Posts

Intimacy can be tricky to bring to life on screen whether it be in a documentary or a drama. When done correctly, though, within an environment of safety and trust, it can organically unfold in front of our eyes.

To begin the new year, DEGANZ brings together director Ollie Lucks and editor Francis Glenday in a session moderated by Annie Collins to discuss the interesting and unique process of writing, directing and editing documentary There Is No ‘I’ in Threesome. This doco was one of the first to work with an intimacy co-ordinator. Discover what it took to bring such an intimate and personal story to the screen, the challenges (Spoiler Alert) of a scripted piece masquerading as a non-scripted one, and find out why the director and editor relationship is so important. Francis admits that “it was an unusual one because the naked talent on screen isn’t normally sitting next to you when you’re cutting it”.

Join us on Zoom on Wednesday 16 February from 7:30 – 9pm.

Members/Non-members – Free
RSVP essential 

Registration Form

Loading…


There Is No ‘I’ in Threesome

A candid documentary that follows a modern-day love story, exploring the ups, downs and pitfalls of an open relationship and what it means to be in love. Directed and Co-written by Ollie Lucks, and made with the support of the New Zealand Film Commission. Available on NEON.

About Ollie Lucks

Jan Oliver Lucks (Ollie) was born in Germany to an Iranian/Indian mother and German father. In 2005 he moved to Dunedin to study film. Together with Max Bellamy in 2014, he directed haunted baritone tale The Characteristics of C-Minor, which screened on BBC Knowledge and at a number of global festivals.

In 2015 Ollie began tailing ex-pro wrestler Wilbur McDougall for a popular Loading Docs short Wilbur Force, which premiered at NZIFF and became a Short of the Week on Vimeo. After the short was picked up by Māori Television it became a feature-length film titled Wilbur:The King in the Ring.

He has written, directed and edited since 2014. His credits include The Characteristics of C-Minor, Wilbur Force, Wilbur:The King in the Ring, and There Is No ‘I’ in Threesome.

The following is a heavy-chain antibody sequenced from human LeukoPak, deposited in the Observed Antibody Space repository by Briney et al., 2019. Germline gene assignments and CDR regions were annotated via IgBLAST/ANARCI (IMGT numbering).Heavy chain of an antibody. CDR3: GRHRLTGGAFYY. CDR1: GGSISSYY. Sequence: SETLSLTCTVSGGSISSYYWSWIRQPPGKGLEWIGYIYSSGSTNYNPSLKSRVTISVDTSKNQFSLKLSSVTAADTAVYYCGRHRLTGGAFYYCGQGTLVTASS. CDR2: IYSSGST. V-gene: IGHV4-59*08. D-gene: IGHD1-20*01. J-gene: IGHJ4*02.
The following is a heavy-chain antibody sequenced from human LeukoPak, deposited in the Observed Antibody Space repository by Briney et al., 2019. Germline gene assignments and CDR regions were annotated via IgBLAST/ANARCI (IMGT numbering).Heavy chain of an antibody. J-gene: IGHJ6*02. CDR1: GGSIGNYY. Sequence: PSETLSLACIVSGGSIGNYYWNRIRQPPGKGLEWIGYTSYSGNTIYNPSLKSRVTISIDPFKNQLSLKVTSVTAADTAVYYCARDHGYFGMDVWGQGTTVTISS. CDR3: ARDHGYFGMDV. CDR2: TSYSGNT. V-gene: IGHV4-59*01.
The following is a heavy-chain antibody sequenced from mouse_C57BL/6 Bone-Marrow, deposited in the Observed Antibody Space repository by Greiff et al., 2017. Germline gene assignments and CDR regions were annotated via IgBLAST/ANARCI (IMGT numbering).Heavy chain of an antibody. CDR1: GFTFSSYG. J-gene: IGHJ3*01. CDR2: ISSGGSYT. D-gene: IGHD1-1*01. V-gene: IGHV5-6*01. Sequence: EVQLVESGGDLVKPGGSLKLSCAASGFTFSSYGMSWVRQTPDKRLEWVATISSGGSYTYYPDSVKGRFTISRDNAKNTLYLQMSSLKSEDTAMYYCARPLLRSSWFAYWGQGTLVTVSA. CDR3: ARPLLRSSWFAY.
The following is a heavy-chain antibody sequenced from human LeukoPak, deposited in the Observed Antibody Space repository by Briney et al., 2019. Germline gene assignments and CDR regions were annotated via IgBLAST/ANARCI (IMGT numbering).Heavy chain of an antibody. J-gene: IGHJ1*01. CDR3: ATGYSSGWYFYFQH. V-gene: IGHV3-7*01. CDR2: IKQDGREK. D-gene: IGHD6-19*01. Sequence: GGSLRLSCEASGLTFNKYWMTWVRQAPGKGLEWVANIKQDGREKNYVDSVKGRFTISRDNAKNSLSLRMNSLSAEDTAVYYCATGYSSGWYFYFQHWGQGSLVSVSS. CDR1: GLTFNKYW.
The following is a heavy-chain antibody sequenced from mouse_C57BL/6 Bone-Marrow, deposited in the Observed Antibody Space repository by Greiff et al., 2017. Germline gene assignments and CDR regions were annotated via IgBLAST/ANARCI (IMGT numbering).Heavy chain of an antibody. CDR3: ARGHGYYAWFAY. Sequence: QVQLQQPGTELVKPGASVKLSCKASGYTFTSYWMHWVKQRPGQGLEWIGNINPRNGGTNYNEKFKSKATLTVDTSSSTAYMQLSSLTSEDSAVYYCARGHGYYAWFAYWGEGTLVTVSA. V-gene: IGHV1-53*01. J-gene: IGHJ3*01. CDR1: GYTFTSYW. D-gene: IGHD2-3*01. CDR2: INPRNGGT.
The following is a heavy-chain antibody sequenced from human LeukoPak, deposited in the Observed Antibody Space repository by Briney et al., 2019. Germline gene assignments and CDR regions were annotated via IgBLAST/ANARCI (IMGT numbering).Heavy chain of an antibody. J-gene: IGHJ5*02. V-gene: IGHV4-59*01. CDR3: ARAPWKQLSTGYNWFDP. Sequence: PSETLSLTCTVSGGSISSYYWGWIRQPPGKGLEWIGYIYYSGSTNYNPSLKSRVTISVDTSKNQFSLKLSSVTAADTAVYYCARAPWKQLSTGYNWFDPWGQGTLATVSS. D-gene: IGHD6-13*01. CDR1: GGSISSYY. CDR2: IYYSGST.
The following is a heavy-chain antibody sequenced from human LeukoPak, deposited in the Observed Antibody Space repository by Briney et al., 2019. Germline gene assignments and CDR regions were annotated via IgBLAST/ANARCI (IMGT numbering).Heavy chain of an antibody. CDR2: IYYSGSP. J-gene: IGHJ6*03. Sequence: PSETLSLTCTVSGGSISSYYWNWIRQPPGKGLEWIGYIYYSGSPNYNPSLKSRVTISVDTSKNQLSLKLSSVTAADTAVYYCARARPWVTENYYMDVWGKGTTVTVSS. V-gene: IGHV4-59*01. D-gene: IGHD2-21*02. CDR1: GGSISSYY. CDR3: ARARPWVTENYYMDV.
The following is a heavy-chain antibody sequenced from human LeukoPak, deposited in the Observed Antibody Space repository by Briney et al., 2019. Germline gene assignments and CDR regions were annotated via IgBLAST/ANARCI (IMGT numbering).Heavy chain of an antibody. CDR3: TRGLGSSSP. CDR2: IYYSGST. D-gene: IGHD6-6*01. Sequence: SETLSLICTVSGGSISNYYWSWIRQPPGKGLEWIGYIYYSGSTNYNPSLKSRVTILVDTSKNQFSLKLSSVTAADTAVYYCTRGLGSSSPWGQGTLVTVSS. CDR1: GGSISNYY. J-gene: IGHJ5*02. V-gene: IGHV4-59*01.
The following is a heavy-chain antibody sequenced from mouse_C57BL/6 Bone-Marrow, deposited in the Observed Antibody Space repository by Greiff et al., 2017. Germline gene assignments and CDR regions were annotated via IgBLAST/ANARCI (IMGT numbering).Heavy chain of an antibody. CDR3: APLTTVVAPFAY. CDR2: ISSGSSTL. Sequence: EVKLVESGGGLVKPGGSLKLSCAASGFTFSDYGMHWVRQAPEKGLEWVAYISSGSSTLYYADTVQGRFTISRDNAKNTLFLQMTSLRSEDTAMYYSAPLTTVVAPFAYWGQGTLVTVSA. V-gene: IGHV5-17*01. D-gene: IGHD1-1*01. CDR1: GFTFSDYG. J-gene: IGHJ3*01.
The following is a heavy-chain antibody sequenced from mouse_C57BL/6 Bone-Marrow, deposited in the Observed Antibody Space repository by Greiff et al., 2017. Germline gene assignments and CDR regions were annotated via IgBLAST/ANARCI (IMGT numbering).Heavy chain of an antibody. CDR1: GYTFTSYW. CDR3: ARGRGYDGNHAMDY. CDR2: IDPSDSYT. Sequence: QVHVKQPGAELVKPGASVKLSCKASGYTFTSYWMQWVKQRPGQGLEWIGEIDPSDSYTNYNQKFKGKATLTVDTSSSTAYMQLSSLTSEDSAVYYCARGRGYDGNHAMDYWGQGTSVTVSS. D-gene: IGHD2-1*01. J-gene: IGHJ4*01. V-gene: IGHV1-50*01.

About Francis Glenday

Francis Glenday is an editor & animator with 20 years experience, cutting on a wide range of projects from film through television and everything in between.

He has a long line of credits including POI E: The Story of our Song, for which he was nominated for Best Documentary Editor at the Rialto Channel NZ Film Awards 2017, This Town, Grand Designs New Zealand, Herbs: Songs of Freedom, Nigel Latta Blows Stuff Up, On Thin Ice and many more. He is currently in post-production for the documentary Frocks and Divas.

A new trailer for Mystic Season 2 has recently dropped on CBBC’s Youtube Channel. This season was produced by David Stubbs (DEGANZ), and directed by fellow members Aidee Walker and Caroline Bell-Booth. We would like to extend a big congratulations to the team!

A family thriller with a supernatural twist, Mystic follows London-raised teen Issie who moves to rural New Zealand. After encountering a frightened and mysterious horse in the wilderness, Issie unravels a series of secrets. Mystic was shot on location in Auckland.

The show mixes recognisable kiwi landscapes together with international and local talent. British actress Macey Chipping is the show’s lead, and Kirk Torrance (Outrageous Fortune) plays grumpy stable manager, Sam.

Mystic is an adaptation of the Pony Club Secrets book series by kiwi journalist-turned-novelist Stacy Gregg. The show is an international production between TVNZ and CBBC. Following the success of its first season on TVNZ and BBC iPlayer, Mystic was renewed for a second and third season.

Season 2 will be released for New Zealand viewers next year, but in the meantime, the first season is available to watch on TVNZ OnDemand.

DEGANZ member Rebecca Tansley directed the New Zealand Opera film Semele, which opens in selected cinemas from 28 October.